The Office of Refugee Resettlement (ORR) surveyed illegal immigrant minors in its custody and found that 28 percent of them were gang members, according to Senate testimony.
The Senate Judiciary Committee held a hearing Wednesday on the “MS-13 problem.” The Salvadoran gang has grown in the recent years in the U.S. due to an influx of illegal immigrant minors from Central America.
Scott Lloyd, director of the ORR, described in his opening testimony the extent of the gang problem among these young illegal immigrants. Unaccompanied illegal immigrant minors are kept in ORR facilities until the agency can find them a sponsor, who is typically a relative.
Lloyd said that a review of these unaccompanied minors in their facilities on June 9 found that of 138 minors in these facilities, 35 were “voluntarily involved with gangs.” He added that four had said they were forced into joining gangs.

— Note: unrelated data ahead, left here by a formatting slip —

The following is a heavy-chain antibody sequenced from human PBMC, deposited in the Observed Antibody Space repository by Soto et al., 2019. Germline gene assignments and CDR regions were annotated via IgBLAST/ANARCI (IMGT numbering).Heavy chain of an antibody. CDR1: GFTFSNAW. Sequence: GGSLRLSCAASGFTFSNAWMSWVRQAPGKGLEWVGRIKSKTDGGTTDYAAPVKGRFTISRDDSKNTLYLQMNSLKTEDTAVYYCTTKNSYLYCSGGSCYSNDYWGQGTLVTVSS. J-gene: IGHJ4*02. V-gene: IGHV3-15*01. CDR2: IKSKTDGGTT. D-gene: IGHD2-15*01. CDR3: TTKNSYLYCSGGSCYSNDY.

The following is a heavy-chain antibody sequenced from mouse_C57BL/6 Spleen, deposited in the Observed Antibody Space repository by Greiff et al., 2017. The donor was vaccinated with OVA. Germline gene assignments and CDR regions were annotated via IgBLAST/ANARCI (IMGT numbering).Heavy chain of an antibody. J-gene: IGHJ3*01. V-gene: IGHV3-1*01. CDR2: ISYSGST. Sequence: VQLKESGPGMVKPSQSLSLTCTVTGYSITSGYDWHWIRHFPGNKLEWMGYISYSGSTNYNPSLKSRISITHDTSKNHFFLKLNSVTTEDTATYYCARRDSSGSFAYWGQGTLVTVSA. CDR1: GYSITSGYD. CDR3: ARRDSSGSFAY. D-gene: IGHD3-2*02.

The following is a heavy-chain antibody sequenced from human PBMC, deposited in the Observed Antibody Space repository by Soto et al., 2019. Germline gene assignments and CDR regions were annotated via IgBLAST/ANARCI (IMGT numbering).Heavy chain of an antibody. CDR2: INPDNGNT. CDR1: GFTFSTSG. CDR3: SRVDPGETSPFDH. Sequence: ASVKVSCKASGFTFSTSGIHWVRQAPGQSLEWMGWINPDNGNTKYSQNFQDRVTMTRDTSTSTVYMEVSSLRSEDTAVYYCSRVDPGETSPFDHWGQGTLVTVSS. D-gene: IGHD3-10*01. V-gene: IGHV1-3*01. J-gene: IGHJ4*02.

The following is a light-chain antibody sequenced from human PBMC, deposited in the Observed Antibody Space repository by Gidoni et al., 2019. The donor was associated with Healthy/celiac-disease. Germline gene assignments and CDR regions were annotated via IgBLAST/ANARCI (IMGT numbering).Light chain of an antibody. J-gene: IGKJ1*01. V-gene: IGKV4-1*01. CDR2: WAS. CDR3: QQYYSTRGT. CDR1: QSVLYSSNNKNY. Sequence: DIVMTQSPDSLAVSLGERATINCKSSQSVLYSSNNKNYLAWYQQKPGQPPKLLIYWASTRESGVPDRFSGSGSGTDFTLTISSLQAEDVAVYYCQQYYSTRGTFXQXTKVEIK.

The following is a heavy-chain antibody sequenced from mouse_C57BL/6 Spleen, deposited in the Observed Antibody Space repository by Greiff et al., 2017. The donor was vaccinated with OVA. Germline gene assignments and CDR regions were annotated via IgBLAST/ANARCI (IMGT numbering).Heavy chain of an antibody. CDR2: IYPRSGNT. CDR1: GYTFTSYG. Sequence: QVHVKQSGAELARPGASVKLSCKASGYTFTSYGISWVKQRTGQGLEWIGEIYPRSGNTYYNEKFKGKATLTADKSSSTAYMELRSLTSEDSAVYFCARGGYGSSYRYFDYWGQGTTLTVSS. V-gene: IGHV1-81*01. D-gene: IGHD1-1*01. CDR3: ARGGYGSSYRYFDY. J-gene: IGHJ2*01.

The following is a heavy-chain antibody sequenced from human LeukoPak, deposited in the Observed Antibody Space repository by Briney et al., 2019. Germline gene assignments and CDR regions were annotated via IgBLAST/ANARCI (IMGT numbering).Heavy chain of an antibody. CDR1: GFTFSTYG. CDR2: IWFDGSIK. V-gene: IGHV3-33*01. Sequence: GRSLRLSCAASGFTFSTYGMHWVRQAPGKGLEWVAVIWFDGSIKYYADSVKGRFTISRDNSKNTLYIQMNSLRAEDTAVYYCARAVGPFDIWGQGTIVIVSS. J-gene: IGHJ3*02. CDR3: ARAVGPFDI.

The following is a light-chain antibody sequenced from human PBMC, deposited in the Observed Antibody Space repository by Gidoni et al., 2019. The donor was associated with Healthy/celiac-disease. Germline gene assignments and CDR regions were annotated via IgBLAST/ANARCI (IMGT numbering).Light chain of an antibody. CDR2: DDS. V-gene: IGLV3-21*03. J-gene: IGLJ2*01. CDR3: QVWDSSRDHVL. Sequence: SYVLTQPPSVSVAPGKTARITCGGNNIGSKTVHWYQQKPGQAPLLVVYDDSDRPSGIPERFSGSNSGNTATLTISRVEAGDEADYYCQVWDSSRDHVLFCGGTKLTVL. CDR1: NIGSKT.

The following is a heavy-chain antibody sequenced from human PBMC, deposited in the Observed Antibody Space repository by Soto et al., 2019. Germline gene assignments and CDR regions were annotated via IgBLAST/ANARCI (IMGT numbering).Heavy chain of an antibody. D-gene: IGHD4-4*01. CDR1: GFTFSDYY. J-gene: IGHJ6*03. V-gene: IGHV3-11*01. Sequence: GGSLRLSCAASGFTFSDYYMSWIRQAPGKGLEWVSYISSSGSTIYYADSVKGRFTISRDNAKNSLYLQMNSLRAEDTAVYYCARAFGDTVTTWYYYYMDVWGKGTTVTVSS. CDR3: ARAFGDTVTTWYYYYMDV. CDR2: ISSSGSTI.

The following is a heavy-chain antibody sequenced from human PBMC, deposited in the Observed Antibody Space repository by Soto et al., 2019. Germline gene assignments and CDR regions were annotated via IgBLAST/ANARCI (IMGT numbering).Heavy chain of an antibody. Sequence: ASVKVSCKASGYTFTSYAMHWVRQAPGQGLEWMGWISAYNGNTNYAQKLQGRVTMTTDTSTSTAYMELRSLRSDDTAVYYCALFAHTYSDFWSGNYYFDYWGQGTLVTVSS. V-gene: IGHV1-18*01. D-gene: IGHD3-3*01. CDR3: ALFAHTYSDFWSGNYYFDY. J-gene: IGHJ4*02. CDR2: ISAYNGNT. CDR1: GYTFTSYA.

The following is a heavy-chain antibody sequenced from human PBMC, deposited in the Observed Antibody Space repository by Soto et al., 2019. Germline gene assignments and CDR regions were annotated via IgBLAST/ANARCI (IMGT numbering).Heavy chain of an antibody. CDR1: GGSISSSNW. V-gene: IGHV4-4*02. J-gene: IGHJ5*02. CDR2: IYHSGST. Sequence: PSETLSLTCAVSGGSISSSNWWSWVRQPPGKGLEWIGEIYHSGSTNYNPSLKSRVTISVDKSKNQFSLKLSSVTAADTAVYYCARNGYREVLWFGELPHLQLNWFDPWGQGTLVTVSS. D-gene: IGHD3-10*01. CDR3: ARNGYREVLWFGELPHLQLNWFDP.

The ORR director said that of the 59,170 unaccompanied illegal immigrant minors referred to ORR in Fiscal Year 2016, 95 percent were from Honduras, Guatemala and El Salvador, all of which are nationalities that MS-13 recruits from.
Lloyd said that the ORR has started the “Community Safety Initiative,” which seeks to combat gang membership among unaccompanied illegal immigrant minors.
The Trump administration has been adamant about cracking down on MS-13. President Trump said during a cabinet meeting last week that the gang “will be gone pretty soon.”